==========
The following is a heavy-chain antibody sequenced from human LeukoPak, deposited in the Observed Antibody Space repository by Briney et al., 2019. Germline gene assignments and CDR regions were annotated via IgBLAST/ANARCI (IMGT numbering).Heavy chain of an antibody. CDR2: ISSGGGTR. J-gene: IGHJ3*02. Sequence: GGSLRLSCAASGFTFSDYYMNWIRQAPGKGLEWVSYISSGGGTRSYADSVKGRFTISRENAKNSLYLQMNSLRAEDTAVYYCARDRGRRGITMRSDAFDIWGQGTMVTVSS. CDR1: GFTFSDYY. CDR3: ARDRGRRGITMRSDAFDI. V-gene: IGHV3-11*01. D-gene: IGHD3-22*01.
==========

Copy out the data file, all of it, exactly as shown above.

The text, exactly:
The following is a heavy-chain antibody sequenced from human LeukoPak, deposited in the Observed Antibody Space repository by Briney et al., 2019. Germline gene assignments and CDR regions were annotated via IgBLAST/ANARCI (IMGT numbering).Heavy chain of an antibody. CDR2: ISSGGGTR. J-gene: IGHJ3*02. Sequence: GGSLRLSCAASGFTFSDYYMNWIRQAPGKGLEWVSYISSGGGTRSYADSVKGRFTISRENAKNSLYLQMNSLRAEDTAVYYCARDRGRRGITMRSDAFDIWGQGTMVTVSS. CDR1: GFTFSDYY. CDR3: ARDRGRRGITMRSDAFDI. V-gene: IGHV3-11*01. D-gene: IGHD3-22*01.